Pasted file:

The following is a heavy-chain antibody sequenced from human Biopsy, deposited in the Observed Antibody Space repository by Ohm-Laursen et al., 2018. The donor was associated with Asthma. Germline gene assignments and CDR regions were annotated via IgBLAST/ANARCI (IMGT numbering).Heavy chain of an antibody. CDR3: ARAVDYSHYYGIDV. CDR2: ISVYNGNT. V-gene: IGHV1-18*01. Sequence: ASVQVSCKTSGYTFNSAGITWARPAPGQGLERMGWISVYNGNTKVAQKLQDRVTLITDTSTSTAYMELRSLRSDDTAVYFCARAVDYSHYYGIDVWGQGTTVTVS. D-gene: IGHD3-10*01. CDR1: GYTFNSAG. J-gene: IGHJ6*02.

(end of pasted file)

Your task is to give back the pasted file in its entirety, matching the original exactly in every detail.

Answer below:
The following is a heavy-chain antibody sequenced from human Biopsy, deposited in the Observed Antibody Space repository by Ohm-Laursen et al., 2018. The donor was associated with Asthma. Germline gene assignments and CDR regions were annotated via IgBLAST/ANARCI (IMGT numbering).Heavy chain of an antibody. CDR3: ARAVDYSHYYGIDV. CDR2: ISVYNGNT. V-gene: IGHV1-18*01. Sequence: ASVQVSCKTSGYTFNSAGITWARPAPGQGLERMGWISVYNGNTKVAQKLQDRVTLITDTSTSTAYMELRSLRSDDTAVYFCARAVDYSHYYGIDVWGQGTTVTVS. D-gene: IGHD3-10*01. CDR1: GYTFNSAG. J-gene: IGHJ6*02.